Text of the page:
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Winning installations unveiled for Toronto’s Winter Stations


An iconic item of headwear, a nuclear cooling tower that celebrates wind-power and a giant Futurist intonarumori instrument are coming to Toronto’s east end beaches this winter, as part of the fourth annual Winter Stations International Design Competition.

Four winning designs were selected from hundreds of submissions from around the world by this year’s Winter Stations design jury. Artists, architects and designers were asked to create bold designs at the site of the lifeguard stations that are dotted along the beach-front. Each winning submission celebrates Toronto’s winter waterfront landscape and aims to draw people outside to interact with installations, the winter and each other. The four winning designs will be joined by three student installations from the University of Guelph, OCAD and Ryerson University.

Revolution, OCAD University student winner. Image via Winter Stations

Revolution, OCAD University student winner. Image via Winter Stations

“Yet again the submissions we received really blew us away with their creativity,” says Ward 32 Councillor and Winter Stations jury member, Mary-Margaret McMahon. “It was a tough choice narrowing it down but we are really excited to present the four winning installations and the three student designs, and we hope that the community welcomes them as some warm and colourful relief in this cold weather.”

Winter Stations

Nest, Ryerson University student winner. Image via Winter Stations

“Provocative, political and audacious, the winning submissions have brought a fantastic riot to the beach this year,” says Lisa Rochon, Winter Stations design jury chair. “The jury considered every submission seriously and I believe the public will be amazed and delighted by this year’s installations on the beach.”

Winter Stations

Rising Up, University of Guelph Student Winner. Image via Winter Stations

The theme for Winter Stations’ fourth year is RIOT. Designers took their inspiration from the past year’s political upheaval and continued global uncertainty, acting out and actively resisting through a riot of colour, form and material.

“It was important for us to allow the competition to evolve and reflect the global events of the past twelve months,” says Winter Stations co-founder, Roland Rom Colthoff, RAW Design. “At the same time, the installations couldn’t stray too far from the main motive of Winter Stations, which is to bring joy, warmth and conversation to the long, cold Canadian winter landscape.”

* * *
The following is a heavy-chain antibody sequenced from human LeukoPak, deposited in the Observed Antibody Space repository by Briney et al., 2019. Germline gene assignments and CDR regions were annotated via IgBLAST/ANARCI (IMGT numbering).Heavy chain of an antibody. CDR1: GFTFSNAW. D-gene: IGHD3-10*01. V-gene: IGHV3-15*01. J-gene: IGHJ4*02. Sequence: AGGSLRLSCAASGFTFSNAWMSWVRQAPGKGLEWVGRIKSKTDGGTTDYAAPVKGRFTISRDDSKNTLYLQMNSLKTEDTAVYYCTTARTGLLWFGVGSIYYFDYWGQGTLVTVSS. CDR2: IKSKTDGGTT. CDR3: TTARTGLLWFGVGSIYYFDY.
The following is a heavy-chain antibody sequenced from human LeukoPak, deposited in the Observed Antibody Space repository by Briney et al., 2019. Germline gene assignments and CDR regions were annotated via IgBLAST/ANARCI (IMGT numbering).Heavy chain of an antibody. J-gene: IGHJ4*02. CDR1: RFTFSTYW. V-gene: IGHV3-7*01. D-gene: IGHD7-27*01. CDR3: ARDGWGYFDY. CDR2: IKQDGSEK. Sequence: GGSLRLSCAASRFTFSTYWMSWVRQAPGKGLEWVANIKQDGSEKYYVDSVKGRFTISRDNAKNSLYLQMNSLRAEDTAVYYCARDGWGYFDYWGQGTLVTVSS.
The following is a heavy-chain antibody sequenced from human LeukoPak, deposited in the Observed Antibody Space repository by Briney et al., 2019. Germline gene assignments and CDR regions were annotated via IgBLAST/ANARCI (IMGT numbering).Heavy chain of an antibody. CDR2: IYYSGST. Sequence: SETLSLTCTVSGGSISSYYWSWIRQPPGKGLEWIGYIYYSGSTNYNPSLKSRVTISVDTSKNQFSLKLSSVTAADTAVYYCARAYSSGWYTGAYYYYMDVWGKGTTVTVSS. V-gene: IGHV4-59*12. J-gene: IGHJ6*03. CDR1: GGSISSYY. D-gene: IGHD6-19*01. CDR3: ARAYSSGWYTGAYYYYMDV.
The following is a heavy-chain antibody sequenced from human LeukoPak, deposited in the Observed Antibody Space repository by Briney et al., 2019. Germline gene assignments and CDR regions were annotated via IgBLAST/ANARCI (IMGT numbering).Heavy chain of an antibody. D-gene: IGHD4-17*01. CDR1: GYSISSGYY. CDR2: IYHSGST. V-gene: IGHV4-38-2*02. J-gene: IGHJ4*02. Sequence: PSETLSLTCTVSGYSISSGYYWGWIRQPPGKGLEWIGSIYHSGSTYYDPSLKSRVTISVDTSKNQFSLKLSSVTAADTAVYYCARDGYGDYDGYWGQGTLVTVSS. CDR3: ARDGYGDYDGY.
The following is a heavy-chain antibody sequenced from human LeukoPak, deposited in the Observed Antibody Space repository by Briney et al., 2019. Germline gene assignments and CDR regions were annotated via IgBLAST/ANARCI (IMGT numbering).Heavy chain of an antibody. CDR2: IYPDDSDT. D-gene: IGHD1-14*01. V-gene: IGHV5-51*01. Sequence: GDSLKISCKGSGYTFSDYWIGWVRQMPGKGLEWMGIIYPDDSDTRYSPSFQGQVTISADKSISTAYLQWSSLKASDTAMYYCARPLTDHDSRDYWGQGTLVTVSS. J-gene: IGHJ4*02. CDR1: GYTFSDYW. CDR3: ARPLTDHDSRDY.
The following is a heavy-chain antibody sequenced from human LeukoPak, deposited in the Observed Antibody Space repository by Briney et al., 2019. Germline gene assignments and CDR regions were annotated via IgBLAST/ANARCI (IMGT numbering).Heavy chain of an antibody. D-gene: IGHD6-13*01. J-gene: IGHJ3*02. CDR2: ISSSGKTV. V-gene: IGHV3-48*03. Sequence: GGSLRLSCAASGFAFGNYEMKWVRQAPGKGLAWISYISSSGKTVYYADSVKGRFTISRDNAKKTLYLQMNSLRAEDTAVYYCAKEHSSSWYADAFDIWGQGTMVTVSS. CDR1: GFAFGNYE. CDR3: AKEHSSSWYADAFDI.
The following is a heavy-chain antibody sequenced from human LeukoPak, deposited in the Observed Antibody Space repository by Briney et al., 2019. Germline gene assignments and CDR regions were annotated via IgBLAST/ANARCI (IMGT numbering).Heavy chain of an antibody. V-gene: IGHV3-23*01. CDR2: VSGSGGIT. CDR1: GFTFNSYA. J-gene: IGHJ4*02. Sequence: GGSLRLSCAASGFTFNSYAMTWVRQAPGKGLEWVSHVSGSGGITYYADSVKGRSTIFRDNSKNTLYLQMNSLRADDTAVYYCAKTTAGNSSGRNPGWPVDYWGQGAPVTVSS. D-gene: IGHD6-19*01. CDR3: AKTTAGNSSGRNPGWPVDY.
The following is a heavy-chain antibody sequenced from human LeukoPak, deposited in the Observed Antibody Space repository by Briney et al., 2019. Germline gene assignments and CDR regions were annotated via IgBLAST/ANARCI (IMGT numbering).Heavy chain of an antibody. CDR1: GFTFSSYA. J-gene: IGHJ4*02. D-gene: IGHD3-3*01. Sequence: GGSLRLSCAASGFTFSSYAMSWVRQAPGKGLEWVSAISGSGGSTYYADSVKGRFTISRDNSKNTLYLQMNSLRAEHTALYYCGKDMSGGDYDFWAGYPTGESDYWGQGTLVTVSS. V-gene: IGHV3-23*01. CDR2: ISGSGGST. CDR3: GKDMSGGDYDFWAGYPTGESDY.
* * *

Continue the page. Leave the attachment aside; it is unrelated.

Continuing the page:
Founded by RAW Design, Ferris + Associates, and Curio, the design competition was conceived as a way of using design to inspire Torontonians to visit the beach in the winter. Now in its fourth year, the concept has evolved to include sister exhibition, Ice Breakers, presented in collaboration with Toronto’s Waterfront BIA. Ice Breakers is now in its second year and runs from January 19 – February 25, along Queen’s Quay in downtown Toronto.

The Winter Stations finalists are:
Pussy Hut by Martin Miller and Mo Zheng (USA)
Inspired by the Women’s March movement, this vivid installation recreates the powerful, knitted symbol that captured the spirit of the protests around the world on January 21, 2017. The design is simple, yet powerful, a symbol that gains strength through participation and unity. As winter approaches it is a reminder to wear your hat, stand up for what’s right, and stay warm.
Obstacle by Kien Pham (UK)
Obstacle is a metaphor for overcoming the problems in the world. Although at first, it seems like an impenetrable barrier, the columns rotate allowing visitors to enter and interact with the obstacle, and other visitors. In order to confront the obstacle, visitors have to work together, rotating the columns in sequence to overcome the adversity.
Make Some Noise!!! by Alexandra Grieß and Jorel Heid (Germany)
Italian Futurism comes to Toronto with this over-sized noisebox, based on Luigi Rusollo’s “intonarumori” which caused an uproar in the classical music scene when he introduced it in the Milan Opera House in 1914. The installation is intended as a playful instrument to ‘ring the alarm’.
Wind Station by Paul van den Berg and Joyce de Grauw (Netherlands)
Wind Station is a call for nuclear phase-out that brings together hundreds of tiny pin-wheels, to symbolize renewable wind energy, in the shape of a nuclear cooling tower. A playful protest that asks why countries continue to rely on dangerous and un-sustainable technology to provide energy when safer, cleaner alternatives are available.

 


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